How Do I Write the Best Job Descriptions?
Half of what we do here at SOLTECH is provide staffing solutions. Therefore, we publish dozens of job listings a week – some to fill in-house positions but many to serve our clients’ needs. We often get asked how to write the best technical job descriptions in order to attract the best candidates. A question with an answer that truly varies based on the position. After years of experience in writing job descriptions, we’ve learned a thing or two. How do you write the best technical job descriptions? By being honest.
What Information Do I Include In the Job Description?
Often times, job descriptions do not accurately represent the actual job trying to be filled, nor does it represent the company hiring in an appealing matter. To do this well, give a high level overview. The simpler, the better as most readers are going to skim the description to start. So, where to begin? First, introduce the company.
Describing the Company
Write in the company’s tone but consider approaching the listing as if you were describing the job to a friend. Readers will find it more relatable. Include details such as: company’s mission, culture and values.
Describe briefly what the company does and the services/products the company offers. Including any important and relevant details in the overview such as the history and how the company got started can also be prevalent.
For example, is the company founder-led? Did the company start with two employees in an office in the garage? Potential employees want to know these things! This will help them feel connected to the company, increasing their desire to want to work for you.
Describe the Role And Day-to-Day
In addition, you may want to include a couple of the following details:
- types of people she or he will be working with
- culture/work environment
- growth opportunities available
- exciting projects they will work on
- new technologies the company uses
Nowadays in startup culture, the company also provides non-traditional perks in the office. These things could include providing snacks or coffee, generous amounts of paid time off or perhaps monthly company outings. If your company does any of these types of things, be sure to include that information, too. The personal touches like well-thought out PTO policies or company lunches will resonate with the reader; more employees are steering away from feeling like a “number” in an office. Don’t forget, you’re going to be fighting for the best candidates to fill the roles, so showcasing the best features of the company and the job will be vital.
Something many job descriptions lack is a preview of what the day-to-day looks like.
- Does your company start every morning with a standup?
- Do you all meet together to go over announcements and agendas?
- What are the team dynamics , including size and reporting structure?
Provide the Basic Information In the Listing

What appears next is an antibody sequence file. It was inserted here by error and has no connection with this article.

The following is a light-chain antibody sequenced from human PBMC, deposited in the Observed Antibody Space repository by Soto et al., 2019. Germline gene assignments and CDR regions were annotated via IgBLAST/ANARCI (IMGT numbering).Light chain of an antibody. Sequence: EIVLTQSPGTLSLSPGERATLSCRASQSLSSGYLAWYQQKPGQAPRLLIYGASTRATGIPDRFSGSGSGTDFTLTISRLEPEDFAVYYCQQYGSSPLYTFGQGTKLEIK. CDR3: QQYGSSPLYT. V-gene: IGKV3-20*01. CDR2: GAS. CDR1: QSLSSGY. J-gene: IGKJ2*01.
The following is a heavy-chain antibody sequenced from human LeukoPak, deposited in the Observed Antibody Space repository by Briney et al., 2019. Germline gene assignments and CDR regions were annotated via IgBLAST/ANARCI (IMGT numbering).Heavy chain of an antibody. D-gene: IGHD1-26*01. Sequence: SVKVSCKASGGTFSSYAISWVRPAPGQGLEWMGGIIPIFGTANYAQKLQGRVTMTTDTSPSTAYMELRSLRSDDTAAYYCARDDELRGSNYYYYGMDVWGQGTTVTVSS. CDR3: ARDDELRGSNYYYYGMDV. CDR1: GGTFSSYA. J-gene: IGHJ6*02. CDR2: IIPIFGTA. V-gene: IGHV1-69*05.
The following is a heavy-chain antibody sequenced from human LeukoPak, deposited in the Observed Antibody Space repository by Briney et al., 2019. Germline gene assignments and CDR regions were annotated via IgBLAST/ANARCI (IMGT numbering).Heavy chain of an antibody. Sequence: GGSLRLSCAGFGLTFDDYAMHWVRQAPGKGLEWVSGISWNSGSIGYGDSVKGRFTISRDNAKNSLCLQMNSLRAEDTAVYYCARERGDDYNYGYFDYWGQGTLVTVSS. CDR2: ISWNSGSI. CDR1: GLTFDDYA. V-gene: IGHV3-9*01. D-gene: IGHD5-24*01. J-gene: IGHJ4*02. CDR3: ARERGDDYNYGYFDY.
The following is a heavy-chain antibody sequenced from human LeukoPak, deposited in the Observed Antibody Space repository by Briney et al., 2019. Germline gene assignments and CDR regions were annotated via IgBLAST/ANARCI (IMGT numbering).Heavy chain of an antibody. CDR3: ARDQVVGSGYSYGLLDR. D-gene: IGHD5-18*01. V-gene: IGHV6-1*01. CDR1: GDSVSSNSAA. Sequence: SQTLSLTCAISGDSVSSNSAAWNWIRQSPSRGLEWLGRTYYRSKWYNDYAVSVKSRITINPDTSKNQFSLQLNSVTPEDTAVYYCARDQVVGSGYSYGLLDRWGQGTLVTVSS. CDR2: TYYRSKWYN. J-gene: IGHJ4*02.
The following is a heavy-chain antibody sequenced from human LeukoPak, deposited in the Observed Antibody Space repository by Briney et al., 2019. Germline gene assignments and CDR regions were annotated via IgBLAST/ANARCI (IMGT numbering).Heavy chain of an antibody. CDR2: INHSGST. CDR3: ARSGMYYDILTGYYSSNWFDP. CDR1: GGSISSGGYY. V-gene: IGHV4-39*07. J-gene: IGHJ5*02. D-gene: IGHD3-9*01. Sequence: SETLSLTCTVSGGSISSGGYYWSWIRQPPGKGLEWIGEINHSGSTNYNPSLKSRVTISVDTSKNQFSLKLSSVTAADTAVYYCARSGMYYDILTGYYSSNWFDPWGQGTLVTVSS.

Be sure to include the concrete details too, such as:
- basic benefits such as if healthcare is provided
- standard office hours
- compensation (salary range or point of reference)
Be realistic. If the person in the role has the opportunity to work from home or have flex hours, include this information with the other perks. If this is a role where there is potential for hours to leak into evenings or weekends, mention that too.
The candidate will appreciate your candidacy of requesting shifts over the weekend versus being surprised by being asked to work on a Saturday.
Describe the Ideal Candidate in the Job Description
In terms of the role, do not limit the description to only a list of the duties the candidate will be doing. Describe the type of person you’re looking to fill the role.
Are you on the hunt for someone “creative and able to find solutions on the fly”?
Would the ideal candidate be someone who “loves analytics and can analyze the customer experience to boost ROI by the end of the quarter”?
It’s also favored when job descriptions ask for project experience versus the number of years in their field. Don’t hesitate to interview someone new in the field such as a newly graduate, as often times they are the most eager to learn and can bring fresh perspectives to old ways.
Chances are, your description will hit the nail-on-the-head with someone who will be excited to introduce themselves to you through their cover letter. They’ll read it and think “that is me! I would be perfect for this role.”
The more you spur up excitement in the reader, the more you’re going to get the best fitting candidates interviewing for the position.
Or, perhaps the company is a startup and the role is still undefined. Feel free to mention that the right candidate will be flexible in trying new tasks and has the ability to assist in defining the role as the position and company grows. For a go-getter, this could be an exciting, hands-on opportunity.
With an honest description of the role and the company along with enticing details, you will find the best candidates to fill the technical roles you are attempting to fill.